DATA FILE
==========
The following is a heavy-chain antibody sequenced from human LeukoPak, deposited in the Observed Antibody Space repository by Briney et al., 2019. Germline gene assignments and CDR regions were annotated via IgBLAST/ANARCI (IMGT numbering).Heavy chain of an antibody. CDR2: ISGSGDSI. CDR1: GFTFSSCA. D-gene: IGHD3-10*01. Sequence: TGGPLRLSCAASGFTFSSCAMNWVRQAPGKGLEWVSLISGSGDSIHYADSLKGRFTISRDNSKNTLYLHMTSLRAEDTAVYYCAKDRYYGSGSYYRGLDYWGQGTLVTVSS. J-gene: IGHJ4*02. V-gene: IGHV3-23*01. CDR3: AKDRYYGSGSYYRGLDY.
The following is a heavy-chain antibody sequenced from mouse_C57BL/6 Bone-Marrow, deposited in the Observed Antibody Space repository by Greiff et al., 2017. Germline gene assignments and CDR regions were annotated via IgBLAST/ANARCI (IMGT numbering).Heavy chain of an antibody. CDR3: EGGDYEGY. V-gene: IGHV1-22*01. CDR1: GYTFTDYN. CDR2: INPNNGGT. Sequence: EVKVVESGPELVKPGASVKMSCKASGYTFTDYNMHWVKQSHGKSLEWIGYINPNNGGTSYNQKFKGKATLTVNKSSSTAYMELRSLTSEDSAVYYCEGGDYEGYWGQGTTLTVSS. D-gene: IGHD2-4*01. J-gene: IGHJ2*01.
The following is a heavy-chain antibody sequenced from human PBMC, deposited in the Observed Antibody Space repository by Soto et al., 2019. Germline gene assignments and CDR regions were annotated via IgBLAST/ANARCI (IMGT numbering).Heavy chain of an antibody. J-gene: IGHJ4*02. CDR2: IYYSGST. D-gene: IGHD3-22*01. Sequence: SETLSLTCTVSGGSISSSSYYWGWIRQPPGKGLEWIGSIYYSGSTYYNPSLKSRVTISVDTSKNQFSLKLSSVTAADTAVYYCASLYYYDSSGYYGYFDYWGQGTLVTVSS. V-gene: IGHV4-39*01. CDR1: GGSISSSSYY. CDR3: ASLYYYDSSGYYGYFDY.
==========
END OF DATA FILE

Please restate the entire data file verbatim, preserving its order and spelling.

The following is a heavy-chain antibody sequenced from human LeukoPak, deposited in the Observed Antibody Space repository by Briney et al., 2019. Germline gene assignments and CDR regions were annotated via IgBLAST/ANARCI (IMGT numbering).Heavy chain of an antibody. CDR2: ISGSGDSI. CDR1: GFTFSSCA. D-gene: IGHD3-10*01. Sequence: TGGPLRLSCAASGFTFSSCAMNWVRQAPGKGLEWVSLISGSGDSIHYADSLKGRFTISRDNSKNTLYLHMTSLRAEDTAVYYCAKDRYYGSGSYYRGLDYWGQGTLVTVSS. J-gene: IGHJ4*02. V-gene: IGHV3-23*01. CDR3: AKDRYYGSGSYYRGLDY.
The following is a heavy-chain antibody sequenced from mouse_C57BL/6 Bone-Marrow, deposited in the Observed Antibody Space repository by Greiff et al., 2017. Germline gene assignments and CDR regions were annotated via IgBLAST/ANARCI (IMGT numbering).Heavy chain of an antibody. CDR3: EGGDYEGY. V-gene: IGHV1-22*01. CDR1: GYTFTDYN. CDR2: INPNNGGT. Sequence: EVKVVESGPELVKPGASVKMSCKASGYTFTDYNMHWVKQSHGKSLEWIGYINPNNGGTSYNQKFKGKATLTVNKSSSTAYMELRSLTSEDSAVYYCEGGDYEGYWGQGTTLTVSS. D-gene: IGHD2-4*01. J-gene: IGHJ2*01.
The following is a heavy-chain antibody sequenced from human PBMC, deposited in the Observed Antibody Space repository by Soto et al., 2019. Germline gene assignments and CDR regions were annotated via IgBLAST/ANARCI (IMGT numbering).Heavy chain of an antibody. J-gene: IGHJ4*02. CDR2: IYYSGST. D-gene: IGHD3-22*01. Sequence: SETLSLTCTVSGGSISSSSYYWGWIRQPPGKGLEWIGSIYYSGSTYYNPSLKSRVTISVDTSKNQFSLKLSSVTAADTAVYYCASLYYYDSSGYYGYFDYWGQGTLVTVSS. V-gene: IGHV4-39*01. CDR1: GGSISSSSYY. CDR3: ASLYYYDSSGYYGYFDY.